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Time to talk about China


Photo by Adi Constantin on Unsplash

Having just been working in China, I was interested to hear a fascinating talk from Professor John Fitzgerald of Swinburne University at The Bookcellar this week on the current discussion around China. The talk was based on his current article in The Journal Of Democracy, China in Xi’s “New Era”: Overstepping Down Under and thought I would pass on my notes.

China is a land of extraordinary opportunities, and many for Australia, which is why it is important there should be boundaries on what they do in our country. There is discussion about "China panic" but democracies should be able to discuss these issues and successful democracies should then be able to legislate around those issues if necessary. Every country should try to influence others- that is what diplomacy is about, but it is manipulation we need to be wary of.

In 2008/9 the US lost their credibility as leaders of global liberalism, liberals in China lost influence as a consequence and there was a a return to nativist Maoist values. China is now looking to be "China first" to match the "US first" push. This means at the moment Australian and Chinese national values are very different which should affect our view of what they do in our country.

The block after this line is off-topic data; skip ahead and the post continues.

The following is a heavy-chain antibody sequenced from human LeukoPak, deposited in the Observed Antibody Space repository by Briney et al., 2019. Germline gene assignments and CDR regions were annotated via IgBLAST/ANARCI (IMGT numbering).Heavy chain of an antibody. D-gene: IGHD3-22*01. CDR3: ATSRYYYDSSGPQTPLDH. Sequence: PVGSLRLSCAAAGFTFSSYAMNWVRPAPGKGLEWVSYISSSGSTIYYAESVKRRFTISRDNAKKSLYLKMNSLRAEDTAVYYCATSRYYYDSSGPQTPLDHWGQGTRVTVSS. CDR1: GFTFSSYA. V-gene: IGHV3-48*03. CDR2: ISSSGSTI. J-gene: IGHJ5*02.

Australian middle management have been very naive in working with China and we need to be more aware. One of the most obvious places where we see this is in the media. In 2014 the ABC quietly closed its Chinese language current affairs programs. The plan was for the Australia Plus channel to be broadcast in Chinese hotels and conference centres etc. and the ABC dropped its Chinese language programs in order to avoid criticism of the regime which might prevent this happening. The ABC continues to broadcast current affairs in foreign languages throughout Asia but not in China. Despite this "concession", the Chinese government said no to the deal and in fact censors out commentary on China from Australian broadcasts in China. Similarly China International Radio (based in Australia) censors its Chinese language media broadcasting in Australia. Chinese residents in Australia can only get news of what is happening politically in China in English. So they set the rules there, and we should be able to set the rules here.

Another area where our naivete is obvious is in education. The Confucius Institutes established inside Australian Universities do more than spread the word on Chinese culture, they seek to influence what Universities can do here on Chinese topics. I was shocked to discover that some prestigious Australian universities are collaborating on research with Chinese laboratories who are weapons manufacturers. Their English language websites make no mention of this activity, but the Chinese language sites are quite open and explicit about their role in defence innovation and development.

Australia needs to defend our Sovereignty. The Chinese authorities see the Chinese diaspora in Australia as helping further the Chinese dream. Fortunately at the moment our local Chinese do not see it that way, but we need to be aware this is what China thinks which is why they are seeking to manipulate Chinese descendants in Australia through control of what they see and hear about China.

The current trade wars will see China seeking to manipulate the way we work by threatening us with their financial influence over us. Seeking to influence is fine but seeking to manipulate is not and we need to be more aware.

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